Address on the annexation of Texas, and the aspect of slavery in the United States, in connection therewith: delivered in Boston November 14 and 18, 1845 Page: 45 of 56
This book is part of the collection entitled: From Republic to State: Debates and Documents Relating to the Annexation of Texas, 1836-1856 and was provided to The Portal to Texas History by the UNT Libraries Special Collections.
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still beckon them onward. If you consider the projects
which I have intimated utopian and chimerical, tell me if
there is one of them which has not been seriously proposed
and urged, and whether either of them or all together are a
whit more improbable than the present increase of slavery
would have been deemed when the Constitution was framed,
or than the annexation of Texas was regarded not many
years, and not very many months, ago.
With this rapid and imperfect sketch of the successive results
of the annexation of Texas, if it can be effected, and if
the policy in which it originated can be successfully carried
on, I wish to combine a view of the opposite results which
might be confidently anticipated, if the iniquitous scheme
could now be defeated. If it were defeated, the advantages
of a victory would inure to the Free States, since it must
.have been won by their spirited and united exertions, and it
would prove a triumph of their principles.- In such an event,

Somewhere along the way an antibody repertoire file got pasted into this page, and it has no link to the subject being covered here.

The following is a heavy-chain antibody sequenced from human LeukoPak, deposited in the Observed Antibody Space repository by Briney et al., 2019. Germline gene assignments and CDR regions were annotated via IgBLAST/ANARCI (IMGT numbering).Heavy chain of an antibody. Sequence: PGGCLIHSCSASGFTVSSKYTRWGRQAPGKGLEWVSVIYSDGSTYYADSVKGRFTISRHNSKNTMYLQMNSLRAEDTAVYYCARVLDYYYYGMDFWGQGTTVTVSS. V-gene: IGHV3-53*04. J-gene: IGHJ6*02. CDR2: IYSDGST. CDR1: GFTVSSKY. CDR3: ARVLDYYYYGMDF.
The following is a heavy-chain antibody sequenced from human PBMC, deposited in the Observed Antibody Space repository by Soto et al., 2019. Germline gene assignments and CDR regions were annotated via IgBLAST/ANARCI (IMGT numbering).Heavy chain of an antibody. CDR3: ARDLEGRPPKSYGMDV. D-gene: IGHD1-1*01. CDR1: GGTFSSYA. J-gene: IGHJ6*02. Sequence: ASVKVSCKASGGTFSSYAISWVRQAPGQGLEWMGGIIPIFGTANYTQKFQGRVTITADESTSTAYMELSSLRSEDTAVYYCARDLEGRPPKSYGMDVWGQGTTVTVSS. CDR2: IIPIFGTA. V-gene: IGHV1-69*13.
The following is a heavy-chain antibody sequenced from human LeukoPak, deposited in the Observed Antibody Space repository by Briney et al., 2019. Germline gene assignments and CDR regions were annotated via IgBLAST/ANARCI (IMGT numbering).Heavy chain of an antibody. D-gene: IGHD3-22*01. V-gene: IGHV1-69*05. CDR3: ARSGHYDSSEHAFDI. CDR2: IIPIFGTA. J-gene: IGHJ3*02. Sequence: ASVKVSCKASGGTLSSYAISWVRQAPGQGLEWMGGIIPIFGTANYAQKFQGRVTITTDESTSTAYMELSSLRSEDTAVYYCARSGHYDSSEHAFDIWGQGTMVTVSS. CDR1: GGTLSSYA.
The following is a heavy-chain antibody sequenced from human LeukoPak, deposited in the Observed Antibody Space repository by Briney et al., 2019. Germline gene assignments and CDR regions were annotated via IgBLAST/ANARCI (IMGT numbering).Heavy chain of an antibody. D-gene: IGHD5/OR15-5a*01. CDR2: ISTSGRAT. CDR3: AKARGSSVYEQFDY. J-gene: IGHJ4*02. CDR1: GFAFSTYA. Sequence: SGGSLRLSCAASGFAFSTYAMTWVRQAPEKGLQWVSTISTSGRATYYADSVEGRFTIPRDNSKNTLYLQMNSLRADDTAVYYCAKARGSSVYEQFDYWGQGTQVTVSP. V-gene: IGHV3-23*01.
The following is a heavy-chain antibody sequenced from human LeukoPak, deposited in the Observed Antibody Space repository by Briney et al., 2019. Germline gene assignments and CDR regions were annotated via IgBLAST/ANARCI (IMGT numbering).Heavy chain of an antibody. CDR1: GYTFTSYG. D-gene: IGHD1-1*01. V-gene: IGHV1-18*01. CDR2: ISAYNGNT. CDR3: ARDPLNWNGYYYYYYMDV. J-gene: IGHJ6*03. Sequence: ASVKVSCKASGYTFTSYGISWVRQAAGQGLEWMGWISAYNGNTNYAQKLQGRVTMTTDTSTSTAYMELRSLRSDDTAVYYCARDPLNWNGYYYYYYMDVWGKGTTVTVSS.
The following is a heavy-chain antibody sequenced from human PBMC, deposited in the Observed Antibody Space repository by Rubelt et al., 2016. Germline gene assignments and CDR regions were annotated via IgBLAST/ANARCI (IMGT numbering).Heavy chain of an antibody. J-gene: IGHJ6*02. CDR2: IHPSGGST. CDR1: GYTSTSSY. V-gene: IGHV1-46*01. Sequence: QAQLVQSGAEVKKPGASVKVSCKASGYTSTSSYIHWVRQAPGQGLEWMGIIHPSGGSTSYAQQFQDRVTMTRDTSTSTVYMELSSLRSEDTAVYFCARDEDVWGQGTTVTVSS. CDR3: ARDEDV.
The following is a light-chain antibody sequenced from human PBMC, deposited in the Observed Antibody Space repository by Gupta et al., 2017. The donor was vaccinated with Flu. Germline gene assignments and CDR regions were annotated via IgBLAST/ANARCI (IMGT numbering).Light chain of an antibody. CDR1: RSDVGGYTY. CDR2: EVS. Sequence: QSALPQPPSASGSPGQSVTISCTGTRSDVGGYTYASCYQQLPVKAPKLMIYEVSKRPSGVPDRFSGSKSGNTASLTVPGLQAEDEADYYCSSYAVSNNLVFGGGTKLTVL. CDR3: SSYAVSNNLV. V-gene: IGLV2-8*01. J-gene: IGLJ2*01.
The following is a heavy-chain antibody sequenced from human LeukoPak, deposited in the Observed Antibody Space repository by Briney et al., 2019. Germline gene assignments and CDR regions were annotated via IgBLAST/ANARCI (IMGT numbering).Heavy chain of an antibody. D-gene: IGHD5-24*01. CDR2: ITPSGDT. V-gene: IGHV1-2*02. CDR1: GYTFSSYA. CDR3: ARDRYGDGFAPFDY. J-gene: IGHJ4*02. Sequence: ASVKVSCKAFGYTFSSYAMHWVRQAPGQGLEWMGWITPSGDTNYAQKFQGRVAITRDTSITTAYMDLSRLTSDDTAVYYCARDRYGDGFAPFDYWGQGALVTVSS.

they would for the first time feel their own strength, and their
formidable and so long unconquerable adversary would feel
it also; and from that time forward, both would act upon the
conviction that the political power of the country had changed
hands, that the future course of slavery must be retrograde,
and that its abolition was inevitable. A policy worthy of
free states, intrusted for its execution to the worthy representatives
of free states, would at once pervade the action of the
national government ; the Constitution would in time be
purged of its pernicious compromises; the blessed influence
of a practical regard to equal rights would be witnessed
in the entire system of legislation; our citizens would have
it in their power, and would find themselves induced by their
interests and by all higher motives, to become republicans;
they would be content to improve, until they could exhaust
them, the almost boundless and endless resources of their
present territory ; and would furnish to the world an unparalleled,
and as yet unimagined, example of what three
hundred millions of freemen may become and do, when intelligence
and skill and industry, under the guidance and
control of Christian morality, shall exert their full and lasting
influence upon the human condition.
I proceed to a view of the subject, which I have reserved
as the last in order, because in its nature it is distinct from
all the others, and because in my own judgment it is comparatively
the least entitled to consideration. I see, however,
from the evidence around me, that others regard it in a different
light and ascribe to it much practical importance. To
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Phillips, Stephen C. Address on the annexation of Texas, and the aspect of slavery in the United States, in connection therewith: delivered in Boston November 14 and 18, 1845, book, January 1, 1845; Boston. (texashistory.unt.edu/ark:/67531/metapth2361/m1/45/: accessed August 21, 2017), University of North Texas Libraries, The Portal to Texas History, texashistory.unt.edu; crediting UNT Libraries Special Collections.